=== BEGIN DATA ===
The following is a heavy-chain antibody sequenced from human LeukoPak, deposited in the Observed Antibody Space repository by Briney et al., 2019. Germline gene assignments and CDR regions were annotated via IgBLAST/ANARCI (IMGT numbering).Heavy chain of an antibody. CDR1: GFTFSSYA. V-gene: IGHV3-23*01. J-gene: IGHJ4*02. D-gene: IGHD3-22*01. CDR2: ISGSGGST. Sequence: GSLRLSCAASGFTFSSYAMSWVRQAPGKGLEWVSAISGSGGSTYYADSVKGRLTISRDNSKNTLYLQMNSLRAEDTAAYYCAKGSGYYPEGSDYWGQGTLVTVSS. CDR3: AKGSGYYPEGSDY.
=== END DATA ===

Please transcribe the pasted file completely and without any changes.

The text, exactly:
The following is a heavy-chain antibody sequenced from human LeukoPak, deposited in the Observed Antibody Space repository by Briney et al., 2019. Germline gene assignments and CDR regions were annotated via IgBLAST/ANARCI (IMGT numbering).Heavy chain of an antibody. CDR1: GFTFSSYA. V-gene: IGHV3-23*01. J-gene: IGHJ4*02. D-gene: IGHD3-22*01. CDR2: ISGSGGST. Sequence: GSLRLSCAASGFTFSSYAMSWVRQAPGKGLEWVSAISGSGGSTYYADSVKGRLTISRDNSKNTLYLQMNSLRAEDTAAYYCAKGSGYYPEGSDYWGQGTLVTVSS. CDR3: AKGSGYYPEGSDY.